Nothing is diffenet than 5o years ago,,,but no wthat we have computers we think we are so smart.
    Pete

  8. #18
    Senior Member Gerry Clinchy's Avatar
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    Once you start analizing all the what ifs you will end up with more bureaucratic bull chit paper work.
    Absolutely. The idea, then, is to keep the govt doing those things that govt appropriately should do, and not inject govt edicts into areas where they are not appropriate.

    The problem with our legislators is that they often do not analyze the what if's before they hand down their edicts. Then we are left with bureaucrats trying to figure out how to implement the stuff that the lawmakers didn't anticipate.
    G.Clinchy@gmail.com
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  9. #19
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    Absolutely. The idea, then, is to keep the govt doing those things that govt appropriately should do, and not inject govt edicts into areas where they are not appropriate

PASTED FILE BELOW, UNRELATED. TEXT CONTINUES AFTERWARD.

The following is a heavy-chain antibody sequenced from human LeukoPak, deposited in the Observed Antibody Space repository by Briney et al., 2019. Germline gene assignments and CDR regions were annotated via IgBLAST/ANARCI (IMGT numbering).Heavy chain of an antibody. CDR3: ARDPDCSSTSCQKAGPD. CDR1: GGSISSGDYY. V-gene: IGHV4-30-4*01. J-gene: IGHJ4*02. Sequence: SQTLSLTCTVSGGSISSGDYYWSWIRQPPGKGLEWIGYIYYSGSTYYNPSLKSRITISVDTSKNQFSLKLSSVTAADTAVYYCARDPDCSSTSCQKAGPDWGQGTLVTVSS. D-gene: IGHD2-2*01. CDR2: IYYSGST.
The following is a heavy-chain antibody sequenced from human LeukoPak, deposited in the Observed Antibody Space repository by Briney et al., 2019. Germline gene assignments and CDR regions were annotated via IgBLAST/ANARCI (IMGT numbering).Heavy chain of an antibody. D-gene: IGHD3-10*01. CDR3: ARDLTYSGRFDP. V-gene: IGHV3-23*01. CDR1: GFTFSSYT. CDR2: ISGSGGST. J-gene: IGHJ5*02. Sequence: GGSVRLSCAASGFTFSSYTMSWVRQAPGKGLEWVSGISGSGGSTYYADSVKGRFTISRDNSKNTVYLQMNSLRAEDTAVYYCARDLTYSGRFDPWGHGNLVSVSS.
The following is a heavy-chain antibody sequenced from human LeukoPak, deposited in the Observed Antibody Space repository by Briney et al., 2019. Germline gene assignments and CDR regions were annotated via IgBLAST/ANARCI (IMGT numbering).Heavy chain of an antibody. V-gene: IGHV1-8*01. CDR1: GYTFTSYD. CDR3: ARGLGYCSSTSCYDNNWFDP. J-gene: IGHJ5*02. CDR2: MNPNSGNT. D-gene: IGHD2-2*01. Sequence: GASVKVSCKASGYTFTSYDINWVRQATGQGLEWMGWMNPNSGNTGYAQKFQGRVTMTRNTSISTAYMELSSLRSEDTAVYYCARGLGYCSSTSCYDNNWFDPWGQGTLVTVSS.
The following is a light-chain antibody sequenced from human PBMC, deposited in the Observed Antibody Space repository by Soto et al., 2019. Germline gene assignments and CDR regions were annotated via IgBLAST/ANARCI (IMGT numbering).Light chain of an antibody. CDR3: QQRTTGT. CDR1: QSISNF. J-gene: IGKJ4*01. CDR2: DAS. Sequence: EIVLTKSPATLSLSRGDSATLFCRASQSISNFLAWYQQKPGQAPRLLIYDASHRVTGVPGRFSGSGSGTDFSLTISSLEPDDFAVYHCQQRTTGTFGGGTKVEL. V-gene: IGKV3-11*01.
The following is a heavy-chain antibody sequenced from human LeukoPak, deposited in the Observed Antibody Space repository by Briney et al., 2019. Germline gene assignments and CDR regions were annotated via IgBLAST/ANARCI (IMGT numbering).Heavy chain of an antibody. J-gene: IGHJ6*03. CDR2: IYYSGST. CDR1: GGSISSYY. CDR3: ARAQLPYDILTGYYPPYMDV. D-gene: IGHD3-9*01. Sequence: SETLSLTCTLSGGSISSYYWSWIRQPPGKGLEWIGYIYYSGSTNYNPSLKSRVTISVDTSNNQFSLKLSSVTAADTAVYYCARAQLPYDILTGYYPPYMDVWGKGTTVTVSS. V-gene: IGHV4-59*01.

Exactly Gerry.,
    the government has its place,,, but anymore they are in everything,,, like an undiciplined little puppy,,, they tear everything up and ruin everything they touch.

    Pete

  10. #20
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    dnf777-

    Court cases revolve around legal theories. A lawyer puts forward a legal theory supported by case law and the facts of the case and draws a conclusion from it. He hopes to convince the jury or judge that his theory has merit and is a correct one.

    I would be interested in know how this case ended. We don't know how old the plaintiff was but suppose s/he was over 21. The theory is that 21 years ago the standards of care and informed consent would have required notification (probably yes) and that the action by the parents to abort would have been rather pro forma. The second part is sort of hard to prove or disprove.

    Eric